Yesterday afternoon, about six hours before Alabama and LSU kicked off in the BCS Championship Game, I asked Georgia coach Mark Richt if he thought this time a year from now his 2012 team could be on that stage.
It wasn’t a ludicrous question, considering this year’s team led one of the participants for two quarters of the SEC championship. Nine starters return from the defense that did not allow LSU a first down and only 12 total yards in the first half of that contest.
Richt was, of course, predictably measured in his answer.
If there was any lesson in last night’s game, won by the Crimson Tide 21-0 in New Orleans, it’s that defense still rules the day in college football. By all indications, Georgia is going to have that covered next season.
Meanwhile, the schedule certainly has broken the Bulldogs’ way. Due to realignment as a result of conference expansion, the SEC dropped Alabama from Georgia’s schedule and replaced it with new member Missouri. Now I don’t know much about the Tigers beyond the fact they lose 12 senior starters before next season. But you have to believe opening the SEC slate in Columbia, Mo., has to be better than playing the defending national champion Crimson Tide in Tuscaloosa in October.
But the Bulldogs have several areas of concern to shore up, some of which might not be possible to sew up in a year. Georgia’s three best offensive linemen must be replaced, plus its starting fullback. The running game vanished at the end of the season. Tight end Orson Charles may be in the NFL next fall. Your record-setting punter and kicker are definitely gone. A special teams overhaul is in order besides.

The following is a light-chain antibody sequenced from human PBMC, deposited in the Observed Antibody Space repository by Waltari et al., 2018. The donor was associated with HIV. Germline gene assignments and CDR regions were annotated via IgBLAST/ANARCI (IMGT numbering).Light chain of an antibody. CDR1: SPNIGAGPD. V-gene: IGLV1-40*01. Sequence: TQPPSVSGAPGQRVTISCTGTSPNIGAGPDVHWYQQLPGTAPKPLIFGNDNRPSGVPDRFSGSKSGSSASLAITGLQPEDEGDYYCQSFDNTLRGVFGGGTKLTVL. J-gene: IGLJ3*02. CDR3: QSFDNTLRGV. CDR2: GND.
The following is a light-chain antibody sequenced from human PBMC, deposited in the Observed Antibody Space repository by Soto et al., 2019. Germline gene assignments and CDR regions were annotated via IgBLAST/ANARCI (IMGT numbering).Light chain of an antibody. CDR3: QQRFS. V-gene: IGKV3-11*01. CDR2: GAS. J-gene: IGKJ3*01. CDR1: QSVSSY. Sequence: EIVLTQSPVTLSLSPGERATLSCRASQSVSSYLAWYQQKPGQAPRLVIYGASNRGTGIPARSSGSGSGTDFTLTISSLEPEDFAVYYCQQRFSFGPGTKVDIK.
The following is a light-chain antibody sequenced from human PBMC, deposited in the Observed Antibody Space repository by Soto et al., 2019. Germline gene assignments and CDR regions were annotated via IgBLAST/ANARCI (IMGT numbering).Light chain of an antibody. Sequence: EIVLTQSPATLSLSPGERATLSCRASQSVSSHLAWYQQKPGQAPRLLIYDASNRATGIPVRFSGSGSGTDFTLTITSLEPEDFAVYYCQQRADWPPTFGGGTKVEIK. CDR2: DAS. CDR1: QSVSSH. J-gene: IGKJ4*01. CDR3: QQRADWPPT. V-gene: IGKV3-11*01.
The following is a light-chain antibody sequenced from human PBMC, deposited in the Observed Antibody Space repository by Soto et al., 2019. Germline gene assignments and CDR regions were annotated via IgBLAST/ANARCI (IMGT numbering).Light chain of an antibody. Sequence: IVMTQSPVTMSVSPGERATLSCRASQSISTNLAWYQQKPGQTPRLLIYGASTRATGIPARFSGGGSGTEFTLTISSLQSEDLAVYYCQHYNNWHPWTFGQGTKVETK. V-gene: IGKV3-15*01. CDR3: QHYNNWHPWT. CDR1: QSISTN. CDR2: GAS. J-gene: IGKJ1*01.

Anybody who thinks Georgia is resting on its laurels of this past season hasn’t been listening to Richt.
“I think we came a long way this year,” he said of the 10-4 season. “I’m proud of the effort; I’m proud of the progress. But we’re still on a journey to do even greater things and that’s going to be the goal.”
Having gone on a 10-game run and having LSU on the ropes for the better part of 30 minutes, then watching their SEC brethren duke it out last night has to provide incentive.
“I would hope the guys would see it that way,” Richt said. “But every year has its new challenges and it’s going to be a new team. I knew that the day we walked out of the stadium after the Outback Bowl, that team right there was gone and they were never going to be together again. It’s going to be a new team next year and a new dynamic and a new leadership and chemistry and unity and all that kind of stuff. It’s going to get built again because everything is brand new. We’re just going to have the thought in mind of trying to get better on a daily basis and getting into position to compete at the highest level.”
The 2012 team had its first meeting as a group Sunday night at 8 p.m. at Butts-Mehre Heritage Hall. At that time, Richt assigned mentors to the younger players, appointed leaders and, finally, verbalized the goals and expectations for the upcoming season, which for them starts with offseason workouts in three weeks.
“I thought it was received real well,” Richt said. “It got serious at the end when we started talking about our future. I thought everybody responded well.”
South Carolina is, of course, saying the same things as Georgia today. Florida certainly won’t stay down long. Meanwhile, Alabama must replace eight senior starters, LSU nine, and who knows how many underclassmen may make the jump?
Staying on top is tough. The SEC hasn’t had a repeat champion in 14 years. But the league has produced the national champion now six years straight.
Who will it be next year?